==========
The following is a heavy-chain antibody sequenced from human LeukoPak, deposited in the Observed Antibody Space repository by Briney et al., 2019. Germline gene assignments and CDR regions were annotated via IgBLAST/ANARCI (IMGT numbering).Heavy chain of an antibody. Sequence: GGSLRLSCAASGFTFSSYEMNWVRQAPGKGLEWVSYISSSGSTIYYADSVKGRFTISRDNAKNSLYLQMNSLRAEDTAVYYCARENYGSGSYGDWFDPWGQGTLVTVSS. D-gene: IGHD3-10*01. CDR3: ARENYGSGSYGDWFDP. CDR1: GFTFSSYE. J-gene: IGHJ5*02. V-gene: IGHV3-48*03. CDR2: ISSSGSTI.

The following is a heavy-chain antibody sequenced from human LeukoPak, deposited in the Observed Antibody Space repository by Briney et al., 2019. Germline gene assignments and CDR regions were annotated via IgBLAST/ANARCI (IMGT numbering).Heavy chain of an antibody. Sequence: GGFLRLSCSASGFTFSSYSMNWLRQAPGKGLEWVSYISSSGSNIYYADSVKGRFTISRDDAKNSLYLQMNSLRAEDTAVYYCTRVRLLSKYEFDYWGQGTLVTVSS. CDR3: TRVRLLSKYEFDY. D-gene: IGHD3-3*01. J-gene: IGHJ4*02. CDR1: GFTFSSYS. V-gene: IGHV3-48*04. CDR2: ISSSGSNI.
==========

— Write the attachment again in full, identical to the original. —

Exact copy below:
The following is a heavy-chain antibody sequenced from human LeukoPak, deposited in the Observed Antibody Space repository by Briney et al., 2019. Germline gene assignments and CDR regions were annotated via IgBLAST/ANARCI (IMGT numbering).Heavy chain of an antibody. Sequence: GGSLRLSCAASGFTFSSYEMNWVRQAPGKGLEWVSYISSSGSTIYYADSVKGRFTISRDNAKNSLYLQMNSLRAEDTAVYYCARENYGSGSYGDWFDPWGQGTLVTVSS. D-gene: IGHD3-10*01. CDR3: ARENYGSGSYGDWFDP. CDR1: GFTFSSYE. J-gene: IGHJ5*02. V-gene: IGHV3-48*03. CDR2: ISSSGSTI.

The following is a heavy-chain antibody sequenced from human LeukoPak, deposited in the Observed Antibody Space repository by Briney et al., 2019. Germline gene assignments and CDR regions were annotated via IgBLAST/ANARCI (IMGT numbering).Heavy chain of an antibody. Sequence: GGFLRLSCSASGFTFSSYSMNWLRQAPGKGLEWVSYISSSGSNIYYADSVKGRFTISRDDAKNSLYLQMNSLRAEDTAVYYCTRVRLLSKYEFDYWGQGTLVTVSS. CDR3: TRVRLLSKYEFDY. D-gene: IGHD3-3*01. J-gene: IGHJ4*02. CDR1: GFTFSSYS. V-gene: IGHV3-48*04. CDR2: ISSSGSNI.